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Burkina Faso: Military prosecutor denies pressure to withdraw Soro arrest warrant

Burkina Faso: Military prosecutor denies pressure to withdraw Soro arrest warrant

Burkina Faso

The Military prosecutor in Ouagadougou has denied there’s pressure to withdraw an international arrest warrant issued in January for the Speaker of the Ivorian National Assembly.

Guillaume Soro is believed to have supported an abortive coup on September 17 2015 against the transitional government of Burkina Faso.

“We have a bilateral agreement with Côte d’Ivoire which makes it possible to extradite nationals. But a state can judge its (own) national if it does not want to extradite him. This is included in an agreement we signed in 2014” military prosecutor Lt. Col. Norbert Koudougou told journalists at a news conference.

We have a bilateral agreement with Côte d'Ivoire which makes it possible to extradite nationals

Lt. Koudougou insisted the judge hearing the case of the failed September coup “works independently” and cannot reverse an action he has initiated.

In leaked telephone conversations, the leader of the Ivorian legislature and Burkina Faso’s former Foreign Minister, Djibril Bassole were allegedly heard discussing ways of supporting the coup which was led by Gen. Gilbert Dienderé.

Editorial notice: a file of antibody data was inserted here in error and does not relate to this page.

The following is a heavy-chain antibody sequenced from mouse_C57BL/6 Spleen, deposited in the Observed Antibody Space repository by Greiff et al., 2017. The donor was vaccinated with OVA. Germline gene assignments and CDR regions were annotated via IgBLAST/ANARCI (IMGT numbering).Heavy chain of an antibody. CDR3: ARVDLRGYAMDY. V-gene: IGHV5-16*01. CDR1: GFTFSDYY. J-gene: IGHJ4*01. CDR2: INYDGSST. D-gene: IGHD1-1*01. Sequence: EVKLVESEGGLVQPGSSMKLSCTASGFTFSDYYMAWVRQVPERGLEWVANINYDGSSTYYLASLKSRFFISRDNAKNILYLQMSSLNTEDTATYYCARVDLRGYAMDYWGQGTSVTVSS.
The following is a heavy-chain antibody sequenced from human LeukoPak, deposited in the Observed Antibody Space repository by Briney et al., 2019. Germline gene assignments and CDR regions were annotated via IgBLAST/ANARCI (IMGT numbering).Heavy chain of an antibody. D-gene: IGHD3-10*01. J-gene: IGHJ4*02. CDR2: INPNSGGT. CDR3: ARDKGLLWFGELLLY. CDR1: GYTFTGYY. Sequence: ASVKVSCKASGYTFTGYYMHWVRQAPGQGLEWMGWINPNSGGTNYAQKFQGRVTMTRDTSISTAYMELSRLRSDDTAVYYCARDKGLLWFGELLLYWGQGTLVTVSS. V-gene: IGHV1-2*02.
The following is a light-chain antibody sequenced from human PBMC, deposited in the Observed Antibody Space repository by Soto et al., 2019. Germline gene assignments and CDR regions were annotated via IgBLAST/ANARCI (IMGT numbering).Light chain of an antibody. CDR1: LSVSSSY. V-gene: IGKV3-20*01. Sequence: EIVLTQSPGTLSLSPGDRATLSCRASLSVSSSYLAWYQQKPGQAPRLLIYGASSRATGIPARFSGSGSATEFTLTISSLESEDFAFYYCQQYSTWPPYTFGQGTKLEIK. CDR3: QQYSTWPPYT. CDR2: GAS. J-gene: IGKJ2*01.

The military in Ouagadougou wants Soro extradited but Abidjan will not budge.

The arrest warrant has without a doubt heightened tensions betwen the two countries.

Burkina Faso’s newly elected President, Roch Marc Christian Kaboré recently said on the sidelines of the AU summit in January that the maatter would be resolved using diplomatic channels.

Burkina Faso and Ivory Coast were once part of the same French colony. Around 4 million citizens of Burkina Faso live in its wealthier southern neighbour, many of them farmers who have helped make Ivory Coast the world’s leading cocoa producer.

The elite Presidential Security Regiment of former president Blaise Compaoré seized power on September 17 for a week temporarily derailing the country’s transition back to democratic rule following the ouster of Compaoré.

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